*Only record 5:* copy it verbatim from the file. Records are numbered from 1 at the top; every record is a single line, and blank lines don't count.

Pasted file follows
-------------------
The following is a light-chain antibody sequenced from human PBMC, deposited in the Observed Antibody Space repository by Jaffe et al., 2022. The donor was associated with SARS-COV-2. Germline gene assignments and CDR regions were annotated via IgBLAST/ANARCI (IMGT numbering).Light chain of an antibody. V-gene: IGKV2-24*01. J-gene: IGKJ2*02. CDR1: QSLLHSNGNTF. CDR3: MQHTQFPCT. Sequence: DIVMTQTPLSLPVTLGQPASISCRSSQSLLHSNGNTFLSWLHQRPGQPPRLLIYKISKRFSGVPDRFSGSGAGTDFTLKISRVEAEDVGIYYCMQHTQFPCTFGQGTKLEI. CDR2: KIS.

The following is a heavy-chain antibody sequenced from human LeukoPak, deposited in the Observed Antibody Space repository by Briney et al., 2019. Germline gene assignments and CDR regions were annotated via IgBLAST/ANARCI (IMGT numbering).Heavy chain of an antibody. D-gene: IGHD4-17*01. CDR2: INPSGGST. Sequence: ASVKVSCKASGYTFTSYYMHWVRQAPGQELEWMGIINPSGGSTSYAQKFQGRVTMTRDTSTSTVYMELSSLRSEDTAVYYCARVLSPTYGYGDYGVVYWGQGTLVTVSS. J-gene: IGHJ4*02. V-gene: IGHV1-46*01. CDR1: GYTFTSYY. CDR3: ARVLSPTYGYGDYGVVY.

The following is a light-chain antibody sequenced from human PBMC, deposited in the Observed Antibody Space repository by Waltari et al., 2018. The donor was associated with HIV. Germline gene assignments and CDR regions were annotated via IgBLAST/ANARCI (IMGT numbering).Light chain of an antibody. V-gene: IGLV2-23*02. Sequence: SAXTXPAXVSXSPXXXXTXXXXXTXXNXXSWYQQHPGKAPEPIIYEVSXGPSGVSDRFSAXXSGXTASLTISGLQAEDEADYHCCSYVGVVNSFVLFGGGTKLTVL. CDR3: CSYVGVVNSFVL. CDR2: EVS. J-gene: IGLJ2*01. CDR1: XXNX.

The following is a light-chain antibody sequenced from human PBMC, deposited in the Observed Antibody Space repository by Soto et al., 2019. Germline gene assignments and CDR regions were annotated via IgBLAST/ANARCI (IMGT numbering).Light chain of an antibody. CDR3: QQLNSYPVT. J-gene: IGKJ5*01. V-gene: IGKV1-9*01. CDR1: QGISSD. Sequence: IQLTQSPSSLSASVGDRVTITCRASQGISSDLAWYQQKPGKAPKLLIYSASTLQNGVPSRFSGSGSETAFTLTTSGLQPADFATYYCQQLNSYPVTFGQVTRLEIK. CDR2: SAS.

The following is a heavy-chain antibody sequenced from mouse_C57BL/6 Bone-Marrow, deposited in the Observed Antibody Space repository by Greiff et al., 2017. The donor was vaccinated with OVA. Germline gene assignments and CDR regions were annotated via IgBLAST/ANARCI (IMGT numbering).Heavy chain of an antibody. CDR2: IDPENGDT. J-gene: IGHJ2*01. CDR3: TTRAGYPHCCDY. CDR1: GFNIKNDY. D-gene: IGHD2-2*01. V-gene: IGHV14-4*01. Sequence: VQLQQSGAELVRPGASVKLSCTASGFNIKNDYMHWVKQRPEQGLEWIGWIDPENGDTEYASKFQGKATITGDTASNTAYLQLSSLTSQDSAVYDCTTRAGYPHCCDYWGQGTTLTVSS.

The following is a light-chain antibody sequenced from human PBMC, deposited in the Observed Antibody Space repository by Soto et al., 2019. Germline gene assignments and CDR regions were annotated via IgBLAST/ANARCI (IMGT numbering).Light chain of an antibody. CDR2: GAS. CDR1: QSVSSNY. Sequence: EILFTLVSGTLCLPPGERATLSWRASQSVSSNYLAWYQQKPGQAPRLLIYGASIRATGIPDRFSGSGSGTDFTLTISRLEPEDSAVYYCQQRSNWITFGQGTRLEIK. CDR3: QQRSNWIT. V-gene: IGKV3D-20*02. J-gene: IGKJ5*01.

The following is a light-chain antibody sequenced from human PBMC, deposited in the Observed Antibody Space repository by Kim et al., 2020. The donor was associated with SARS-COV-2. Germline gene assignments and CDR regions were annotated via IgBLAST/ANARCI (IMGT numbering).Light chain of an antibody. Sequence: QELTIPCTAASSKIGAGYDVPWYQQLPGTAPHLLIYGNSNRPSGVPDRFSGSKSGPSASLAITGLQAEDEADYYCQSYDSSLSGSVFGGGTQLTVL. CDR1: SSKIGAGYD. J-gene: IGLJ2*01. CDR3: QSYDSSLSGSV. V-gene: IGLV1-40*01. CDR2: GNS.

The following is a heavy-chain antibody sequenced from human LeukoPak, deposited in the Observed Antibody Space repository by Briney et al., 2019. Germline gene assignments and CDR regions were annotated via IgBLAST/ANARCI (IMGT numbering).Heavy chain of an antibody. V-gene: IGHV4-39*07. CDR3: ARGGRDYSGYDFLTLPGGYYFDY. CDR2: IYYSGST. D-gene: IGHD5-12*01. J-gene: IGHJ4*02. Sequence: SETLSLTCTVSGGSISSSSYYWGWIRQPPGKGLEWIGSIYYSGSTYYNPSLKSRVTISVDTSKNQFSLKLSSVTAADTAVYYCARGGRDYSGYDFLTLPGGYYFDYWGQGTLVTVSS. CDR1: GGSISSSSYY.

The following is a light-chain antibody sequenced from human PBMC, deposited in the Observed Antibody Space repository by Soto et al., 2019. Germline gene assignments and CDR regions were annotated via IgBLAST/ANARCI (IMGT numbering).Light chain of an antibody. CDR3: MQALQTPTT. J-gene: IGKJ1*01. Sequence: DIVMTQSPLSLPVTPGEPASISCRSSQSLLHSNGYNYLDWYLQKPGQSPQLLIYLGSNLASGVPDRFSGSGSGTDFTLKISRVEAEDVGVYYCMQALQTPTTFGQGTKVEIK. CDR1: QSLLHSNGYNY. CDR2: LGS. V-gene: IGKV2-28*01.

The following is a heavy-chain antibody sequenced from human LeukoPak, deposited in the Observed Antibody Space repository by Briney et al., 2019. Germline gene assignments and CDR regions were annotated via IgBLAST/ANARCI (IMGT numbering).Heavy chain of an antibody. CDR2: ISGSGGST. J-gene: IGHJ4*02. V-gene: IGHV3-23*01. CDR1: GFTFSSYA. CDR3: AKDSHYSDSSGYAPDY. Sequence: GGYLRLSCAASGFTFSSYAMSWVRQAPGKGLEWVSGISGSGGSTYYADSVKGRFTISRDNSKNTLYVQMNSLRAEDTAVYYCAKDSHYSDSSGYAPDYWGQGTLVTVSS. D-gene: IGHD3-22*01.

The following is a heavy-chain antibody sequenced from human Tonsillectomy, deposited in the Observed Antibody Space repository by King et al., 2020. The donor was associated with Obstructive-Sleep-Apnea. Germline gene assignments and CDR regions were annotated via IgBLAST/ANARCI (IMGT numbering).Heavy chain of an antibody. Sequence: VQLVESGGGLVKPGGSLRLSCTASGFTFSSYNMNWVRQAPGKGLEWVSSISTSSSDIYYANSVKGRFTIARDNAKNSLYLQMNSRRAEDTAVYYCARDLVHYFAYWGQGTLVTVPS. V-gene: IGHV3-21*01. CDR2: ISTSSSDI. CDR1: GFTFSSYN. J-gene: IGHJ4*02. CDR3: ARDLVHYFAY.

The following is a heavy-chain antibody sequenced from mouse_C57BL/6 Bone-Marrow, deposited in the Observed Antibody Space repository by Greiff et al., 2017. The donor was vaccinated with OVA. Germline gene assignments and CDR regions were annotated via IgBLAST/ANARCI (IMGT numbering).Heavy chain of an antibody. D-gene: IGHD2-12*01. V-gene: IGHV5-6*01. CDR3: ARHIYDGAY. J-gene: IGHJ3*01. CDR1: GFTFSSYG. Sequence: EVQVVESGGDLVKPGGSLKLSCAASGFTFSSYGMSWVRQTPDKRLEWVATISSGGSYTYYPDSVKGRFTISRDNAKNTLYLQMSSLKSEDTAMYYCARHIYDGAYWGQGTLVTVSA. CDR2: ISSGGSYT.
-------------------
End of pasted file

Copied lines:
The following is a heavy-chain antibody sequenced from mouse_C57BL/6 Bone-Marrow, deposited in the Observed Antibody Space repository by Greiff et al., 2017. The donor was vaccinated with OVA. Germline gene assignments and CDR regions were annotated via IgBLAST/ANARCI (IMGT numbering).Heavy chain of an antibody. CDR2: IDPENGDT. J-gene: IGHJ2*01. CDR3: TTRAGYPHCCDY. CDR1: GFNIKNDY. D-gene: IGHD2-2*01. V-gene: IGHV14-4*01. Sequence: VQLQQSGAELVRPGASVKLSCTASGFNIKNDYMHWVKQRPEQGLEWIGWIDPENGDTEYASKFQGKATITGDTASNTAYLQLSSLTSQDSAVYDCTTRAGYPHCCDYWGQGTTLTVSS.